“The format sucks,” Doutrich said.

He also questioned why the meetings are no longer tape recorded. He was told that because of the new public records law, meetings haven’t been taped in more than a year.

Wickenheiser after Doutrich spoke defended the change.

“This was how it was when I first came on council back in 2000,” she said. We should try to do this again.”

Councilmen Mike Beury said, “I am not happy with it either, but I am willing to give it a shot.”

Mary Barninger, council’s vice-president said she was vocal about the change.

“I am not convinced it is right to provide the citizens with answers that might not be what they need or want to hear,” Barninger said.

Another member of council, Kelly Murphy, said he was also “not comfortable” with the change, but it shouldn’t become an issue at every meeting.

Another former member of the council, Vern Detz said during his questioning of the council said he didn’t like the fact that he would ask a question and may not get an answer.

Please stop ringing the bell!

Resident Shirley McBride asked borough council at its meeting why when she goes to Market a bell gets rung.

“It’s very annoying,” she said.

She said when she was younger if someone rang a bell “you better show up” or it was “time to eat.”

Borough Manager Norm Meiskey said the bell ringing is “a customer satisfaction bell,” rung when a customer receives satisfactory service.

Police regionalization moves forward

Mayor Leo Lutz said at Monday’s borough council meeting that a meeting was held last week with six municipalities in western Lancaster County to discuss regionalization of police services.

At the meeting, which was the second held, Lutz said the municipalities discussed issues ranging from sharing services to a complete regionalization of police.

Lutz, who did not identify those municipalities who attended the meeting, but did say a representative from the Pennsylvania Department of Community and Economic Development was also in attendance.

He said that letters of intent have been sent to the municipalities involved and once those letters are signed and returned, DCED will begin a feasibility study that could take up to one year to complete.

“The results will be reviewed and we can take out of that what we want,” Lutz said.

Being discussed are the sharing of services to include a major crash investigation unit, truck weighing and inspections and the standardization on firearms and ammunition.

“We want to see if we can offer a better level of service or if the level of service will remain the same,” Lutz said.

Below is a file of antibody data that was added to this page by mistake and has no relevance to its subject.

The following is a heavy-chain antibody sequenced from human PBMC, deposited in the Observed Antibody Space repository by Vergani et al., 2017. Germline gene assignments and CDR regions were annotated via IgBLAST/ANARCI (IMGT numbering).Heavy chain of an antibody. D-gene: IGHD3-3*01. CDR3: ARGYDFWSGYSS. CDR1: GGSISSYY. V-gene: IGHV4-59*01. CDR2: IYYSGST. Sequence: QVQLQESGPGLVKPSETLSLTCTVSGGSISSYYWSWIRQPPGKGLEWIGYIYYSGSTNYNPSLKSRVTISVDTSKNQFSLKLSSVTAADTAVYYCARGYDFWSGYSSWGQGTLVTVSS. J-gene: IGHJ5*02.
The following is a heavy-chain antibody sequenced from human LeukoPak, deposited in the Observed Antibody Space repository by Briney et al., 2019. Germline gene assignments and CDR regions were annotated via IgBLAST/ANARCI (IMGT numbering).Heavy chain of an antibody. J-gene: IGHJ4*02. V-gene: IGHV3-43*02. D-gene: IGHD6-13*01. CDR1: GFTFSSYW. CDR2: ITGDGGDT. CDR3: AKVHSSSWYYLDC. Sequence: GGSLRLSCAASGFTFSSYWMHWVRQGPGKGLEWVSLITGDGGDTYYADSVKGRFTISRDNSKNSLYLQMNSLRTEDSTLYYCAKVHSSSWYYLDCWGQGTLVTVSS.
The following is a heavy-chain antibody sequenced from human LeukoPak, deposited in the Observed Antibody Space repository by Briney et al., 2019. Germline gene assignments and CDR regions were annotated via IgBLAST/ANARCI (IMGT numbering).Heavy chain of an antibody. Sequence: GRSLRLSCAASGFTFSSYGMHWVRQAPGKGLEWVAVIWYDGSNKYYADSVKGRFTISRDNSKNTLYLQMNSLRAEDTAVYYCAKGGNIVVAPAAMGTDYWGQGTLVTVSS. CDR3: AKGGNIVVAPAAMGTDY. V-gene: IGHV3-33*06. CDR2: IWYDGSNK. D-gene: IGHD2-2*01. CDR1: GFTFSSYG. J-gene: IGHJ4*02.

One thing the group did agree on was not to make any purchases or do any projects while the talks are ongoing.

“Things are going well and we want to keep things moving,” the mayor said.

“We are learning to work together and I’m really excited about this,” Lutz said.

“We are being very open and knowledge sharing so that there are no surprises,” Lutz said.

Break-ins are reported to police

The West Hempfield Township Police Department  is investigating a number of vehicle break-ins and thefts between March 6 and 7.
The vehicles entered were reported in the 500 and 600 block of South 16th Street and all were unlocked.
Taken in one of the break-ins was a Garmen GPS unit.
.Anyone with information is asked to contact the West Hempfield Twp PD at 285-5191.

Attention Mountville residents

The Mountville Borough Neighborhood Crime Watch will be meeting on  Tuesday, March 9 at 7 p.m. at the Mountville Area Community Center.
The highlights of the meeting will include “Meet and Greet” with members of the West Hempfield Township Police Department as well as a presentation of Mountville Borough anticipated “Facebook” sight to be demonstrated by Borough Mayor Phil Kresge.
“The West Hempfield Township Police Department started patrolling the Borough on Jan. 1 and believe that it is important for the residents of the Borough to have an opportunity to meet our officers.” stated Chief Mark Pugliese, “We will also give a short presentation on what our department and our officers have to offer as well as give those in attendance the opportunity to ask questions.”
The importance of Neighborhood Crime Watches Program is to teach the residents how to recognize
suspicious activity and how to report it. Crime Watch programs also teach individuals ways to reduce their
risk from becoming a victim of a crime. Additionally they also provide the opportunity for neighbors to get
to know each other as well as build relationships between residents and their police department.
Upcoming meetings have been tentatively scheduled for June 8 where the topic of discussion will focus
on Computer, Internet and Social Networking Safety and for Sept. 14 where the topic of discussion
will be on self defense.
All meetings are to be held at the Mountville Area Community Center.